Thursday, March 23, 2006

New Testament Theology: A New Proposal

At the moment I'm flat out like a lizard drinking (Australian idiom = exceptionally busy) with lecture prep, admin, teaching, and moving house. All the same, it still does not stop me from speculating about what I want to write about in the future. One thing I'm keen to do (sometime around 2011 Lord willing) is do a NT Theology before I turn 40.

There are some good NT Theologies that have just come out. I. Howard Marshall, New Testament Theology: One Gospel, Many Witnesses and Frank Thielman, Theology of the New Testament : A Canonical and Synthetic Approach. Add to that future volumes by Ben Witherington and Thomas Schreiner and there will be a host of NT Theologies to choose from.

My favourite volumes are the one's by G.B. Caird, G.E. Ladd, and James Dunn. I like Caird's "seminar" approach but also Dunn's emphasis on diversity.

When I finally take the plunge and engage in my own study I hope to call it: New Testament Theology: Complexity and Accordance. It will have two distinguishing features:

A. I intend to write it in sub-committee mode. So the Johannine writings form one sub-commmitte, the Jewish-Christian writings form another sub-committee, the Hellenistic Christian writings are a sub-committee, and the Pauline corpus and Pauline sympathizers are yet another sub-committee. And here is the fulcrum of the project: books can be in more than one sub-committee. For instance, the Gospel of John is simultaneously on the Johannine sub-committee (in fact it's covener), but also serves as a rep on the Jewish-Christian sub-committee.
B. The other big issue is dealing with the breadth of diversity in the NT and trying to find a sense of unity without clumsily imposing unity across the NT. I once told my supervisor Rick Strelan that I thought that the resurrection of Jesus Christ was the central theme in the NT (I'd been reading Pannenberg). He responded by asking (with a smile) if Christ's resurrection was central to Philemon - I had to say that he was right. We need to think carefully about how we construe the unity of the NT. Additionally, there is no question about the diversity of voices in the NT, but is the diversity thing pushed too far at times and why does diversity always seem to connote contradiction or opposition? Can diversity be complentary? So to avoid these problems here's my angle: instead of diversity we speak of "complexity" and instead of unity we have "accordance".

Other good NT resources include the article by Grant Osborne and the list of top NT Theologies by Scot McKnight

8 comments:

Loren Rosson III said...

Don't forget Philip Esler's book -- definitely deserves mention.

Jim said...

I like Caird too. Very much. In fact, after Bultmann, his is the very best of the NT theologies out there (until yours I imagine). But I wonder about your title. Would you tell me what "Accorance" is because I can't find it in any English dictionary and I don't have an Australian one.

Jim said...

Ah- "accordance"! Now that makes sense for me- a non Aussie.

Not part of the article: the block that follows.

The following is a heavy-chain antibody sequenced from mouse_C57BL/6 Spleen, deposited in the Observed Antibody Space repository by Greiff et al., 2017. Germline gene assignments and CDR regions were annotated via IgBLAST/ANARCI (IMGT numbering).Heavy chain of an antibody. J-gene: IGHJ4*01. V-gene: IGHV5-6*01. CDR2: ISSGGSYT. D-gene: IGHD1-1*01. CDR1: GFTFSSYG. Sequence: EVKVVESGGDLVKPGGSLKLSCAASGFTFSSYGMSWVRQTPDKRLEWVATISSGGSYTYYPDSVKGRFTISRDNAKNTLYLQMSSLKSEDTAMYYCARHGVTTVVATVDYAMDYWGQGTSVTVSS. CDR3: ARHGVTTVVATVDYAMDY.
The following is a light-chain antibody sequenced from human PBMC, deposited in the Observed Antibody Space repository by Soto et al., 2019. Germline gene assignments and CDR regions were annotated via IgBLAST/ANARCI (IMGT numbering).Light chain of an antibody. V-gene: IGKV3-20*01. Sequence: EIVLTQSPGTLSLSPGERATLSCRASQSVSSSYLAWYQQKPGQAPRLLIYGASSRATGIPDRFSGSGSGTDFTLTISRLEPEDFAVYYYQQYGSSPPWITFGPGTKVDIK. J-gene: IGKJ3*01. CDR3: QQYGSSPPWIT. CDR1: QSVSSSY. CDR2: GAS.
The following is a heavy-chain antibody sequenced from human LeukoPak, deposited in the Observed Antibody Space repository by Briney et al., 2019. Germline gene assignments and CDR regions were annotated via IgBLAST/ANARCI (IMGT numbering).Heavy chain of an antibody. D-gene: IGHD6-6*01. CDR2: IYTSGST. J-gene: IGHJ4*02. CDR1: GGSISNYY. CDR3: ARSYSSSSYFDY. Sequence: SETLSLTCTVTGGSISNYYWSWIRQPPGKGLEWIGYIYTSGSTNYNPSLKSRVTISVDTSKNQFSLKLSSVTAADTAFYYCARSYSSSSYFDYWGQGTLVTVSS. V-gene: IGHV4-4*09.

;-)

Jim Hamilton said...

Hey Mike, I like your sub-committee approach. I wonder if you've read E. Earle Ellis THE MAKING OF THE NEW TESTAMENT DOCUMENTS? I think he presents a pretty strong case for four missions, each of which has a gospel and accompanying letters. . .

Blessings!

Jim

eddie said...

I wonder whether the "unity of the NT" should be found, not in the content of each document per se, but in the worldview that lies behind each. It may be the case that we can only assume a common worldview, or it may be that certain motifs, phrases, words, etc reveal what it is and that it is indeed behind the diverse contents of each letter. When different letters are addressing different situations and different problems then the unity can only lie one step back.

I just dont see the point in a common denominator approach (although I know it is not the only one on offer).

J. B. Hood said...

Mike,

Won't emphasizing diversity will lead to some artificial categorization? For example, on what grounds would one say that Matthew is in the "Jewish" subcommittee while Paul (I presume) is not? In my mind they are both Jews concerned with the question of Israel and the Gentiles and the reorganization around the Messiah. One writer addresses this in a Gospel, another in local contexts via letters. Both use the Jewish Scriptures heavily to point up their case...

Eddie,

I think the idea of a common worldview is very strong, and it goes hand in hand with the NT writers having some sort of common "metanarrative."

Dodd already spoke similarly years ago when he mentioned "shared substructure" for the NT writers (OT), and I think a case could be made for seeing different strands for the same metanarrative emphasized in the NT writers.

Chris Tilling said...

Mike, you said a while back on my blog that you were thinking of doing a podcast yourself ...

I'm sure I'm not the only one who would love to hear what you've got to say!

Michael W. Kruse said...

Hmmm... Theology by committee. Are you sure you aren't Presbyterian?

:-)>